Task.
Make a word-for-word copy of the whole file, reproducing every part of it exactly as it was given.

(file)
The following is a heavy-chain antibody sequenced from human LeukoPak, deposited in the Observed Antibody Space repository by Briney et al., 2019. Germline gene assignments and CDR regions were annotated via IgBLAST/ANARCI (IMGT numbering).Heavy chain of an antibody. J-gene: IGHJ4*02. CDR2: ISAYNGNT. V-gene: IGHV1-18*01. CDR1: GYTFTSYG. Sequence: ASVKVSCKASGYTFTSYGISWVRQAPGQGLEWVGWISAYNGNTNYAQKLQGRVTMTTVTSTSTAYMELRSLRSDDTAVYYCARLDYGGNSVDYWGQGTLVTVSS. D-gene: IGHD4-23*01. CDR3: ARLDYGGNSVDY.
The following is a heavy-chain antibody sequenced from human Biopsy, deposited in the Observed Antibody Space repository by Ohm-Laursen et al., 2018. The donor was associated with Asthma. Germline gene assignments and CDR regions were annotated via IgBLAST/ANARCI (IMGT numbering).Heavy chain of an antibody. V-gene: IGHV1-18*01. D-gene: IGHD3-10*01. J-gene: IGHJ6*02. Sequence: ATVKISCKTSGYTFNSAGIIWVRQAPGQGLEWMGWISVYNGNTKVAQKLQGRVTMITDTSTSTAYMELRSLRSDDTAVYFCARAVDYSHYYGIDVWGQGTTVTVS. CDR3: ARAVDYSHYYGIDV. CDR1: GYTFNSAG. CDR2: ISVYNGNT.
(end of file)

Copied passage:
The following is a heavy-chain antibody sequenced from human LeukoPak, deposited in the Observed Antibody Space repository by Briney et al., 2019. Germline gene assignments and CDR regions were annotated via IgBLAST/ANARCI (IMGT numbering).Heavy chain of an antibody. J-gene: IGHJ4*02. CDR2: ISAYNGNT. V-gene: IGHV1-18*01. CDR1: GYTFTSYG. Sequence: ASVKVSCKASGYTFTSYGISWVRQAPGQGLEWVGWISAYNGNTNYAQKLQGRVTMTTVTSTSTAYMELRSLRSDDTAVYYCARLDYGGNSVDYWGQGTLVTVSS. D-gene: IGHD4-23*01. CDR3: ARLDYGGNSVDY.
The following is a heavy-chain antibody sequenced from human Biopsy, deposited in the Observed Antibody Space repository by Ohm-Laursen et al., 2018. The donor was associated with Asthma. Germline gene assignments and CDR regions were annotated via IgBLAST/ANARCI (IMGT numbering).Heavy chain of an antibody. V-gene: IGHV1-18*01. D-gene: IGHD3-10*01. J-gene: IGHJ6*02. Sequence: ATVKISCKTSGYTFNSAGIIWVRQAPGQGLEWMGWISVYNGNTKVAQKLQGRVTMITDTSTSTAYMELRSLRSDDTAVYFCARAVDYSHYYGIDVWGQGTTVTVS. CDR3: ARAVDYSHYYGIDV. CDR1: GYTFNSAG. CDR2: ISVYNGNT.